Veterans make up an important portion of Washington State University’s student population, with 3.1% of students either previously or currently serving in the military, according to Fall 2020 student data. This is a distinctive student population that brings a unique set of experiences and abilities to the classroom.
On WSU’s Pullman campus, two English department faculty members, who happen to be veterans themselves, are doing what they can to build awareness and understanding of this unique student population by delivering Student Veterans Awareness training for English 101 faculty members.
“Veterans, military members, and their families are a vital and vibrant part of the WSU Cougar community,” said Mike Edwards, an assistant professor of English. “We want these students to know that they are welcome here and that their service and life experiences are valued.”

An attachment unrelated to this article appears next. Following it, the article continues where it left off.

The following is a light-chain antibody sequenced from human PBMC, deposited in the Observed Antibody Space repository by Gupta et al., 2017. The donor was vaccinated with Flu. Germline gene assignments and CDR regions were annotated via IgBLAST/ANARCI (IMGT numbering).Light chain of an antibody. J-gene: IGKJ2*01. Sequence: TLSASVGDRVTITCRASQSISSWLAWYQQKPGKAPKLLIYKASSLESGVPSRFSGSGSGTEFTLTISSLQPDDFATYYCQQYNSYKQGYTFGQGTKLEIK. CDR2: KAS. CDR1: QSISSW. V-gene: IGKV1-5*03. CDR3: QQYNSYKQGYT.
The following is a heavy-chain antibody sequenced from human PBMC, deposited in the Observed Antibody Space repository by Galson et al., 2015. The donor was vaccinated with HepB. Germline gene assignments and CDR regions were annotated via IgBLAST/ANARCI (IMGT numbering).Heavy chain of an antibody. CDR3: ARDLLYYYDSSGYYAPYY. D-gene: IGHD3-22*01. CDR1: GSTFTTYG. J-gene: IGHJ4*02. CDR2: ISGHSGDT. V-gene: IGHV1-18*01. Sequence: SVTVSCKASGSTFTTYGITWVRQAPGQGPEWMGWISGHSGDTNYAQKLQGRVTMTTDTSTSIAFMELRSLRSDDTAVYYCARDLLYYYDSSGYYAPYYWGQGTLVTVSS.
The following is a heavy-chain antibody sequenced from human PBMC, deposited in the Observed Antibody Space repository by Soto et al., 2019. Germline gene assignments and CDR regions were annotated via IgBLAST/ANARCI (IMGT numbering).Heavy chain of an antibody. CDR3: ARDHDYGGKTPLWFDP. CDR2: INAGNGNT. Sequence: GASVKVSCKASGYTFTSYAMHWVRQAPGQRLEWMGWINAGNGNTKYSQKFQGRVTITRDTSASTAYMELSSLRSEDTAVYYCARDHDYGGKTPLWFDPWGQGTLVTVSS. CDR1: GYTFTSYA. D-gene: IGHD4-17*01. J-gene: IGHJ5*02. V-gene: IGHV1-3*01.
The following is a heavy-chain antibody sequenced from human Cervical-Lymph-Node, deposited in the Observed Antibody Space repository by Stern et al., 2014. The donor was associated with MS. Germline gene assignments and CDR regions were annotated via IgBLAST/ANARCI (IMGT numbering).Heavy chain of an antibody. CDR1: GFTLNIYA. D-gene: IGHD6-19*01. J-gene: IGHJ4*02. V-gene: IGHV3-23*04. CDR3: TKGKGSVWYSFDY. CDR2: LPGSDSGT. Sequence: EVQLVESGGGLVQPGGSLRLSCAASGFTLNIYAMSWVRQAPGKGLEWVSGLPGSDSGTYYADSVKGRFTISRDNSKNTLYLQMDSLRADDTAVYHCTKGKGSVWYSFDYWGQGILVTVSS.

Edwards, a US Army veteran and previous instructor at the US Military Academy at West Point, has been teaching the Student Veterans Awareness training for fellow English faculty members every year since 2013. Elijah Coleman, another English faculty member who is a Marine veteran, co-leads the training.
In the run up to hibernation, grizzly bears go on a colossal binge, consuming as many calories as possible to get them through the long winter. Yet, little was known about how much energy the massive mammals use as they shamble around their rugged territories. “Moving across the landscape in search of food can be a huge energetic expense for some animals,” says Anthony Carnahan, a graduate student in the School of Biological Sciences.
Fortunately, the Washington State University Bear Research, Education and Conservation Center (WSU BREC), where Carnahan is based, is home to 11 bears, including four that formerly lived in Yellowstone National Park, so he and Charles Robbins (also at WSU BREC) decided to measure the animals’ metabolic rates as they sauntered on the flat, and up and down gradients to find out how much energy they use on a daily basis. The team publishes their discovery that grizzly bears prefer to walk on shallow paths to save energy in Journal of Experimental Biology, explaining why the animals often appear on human hiking trails.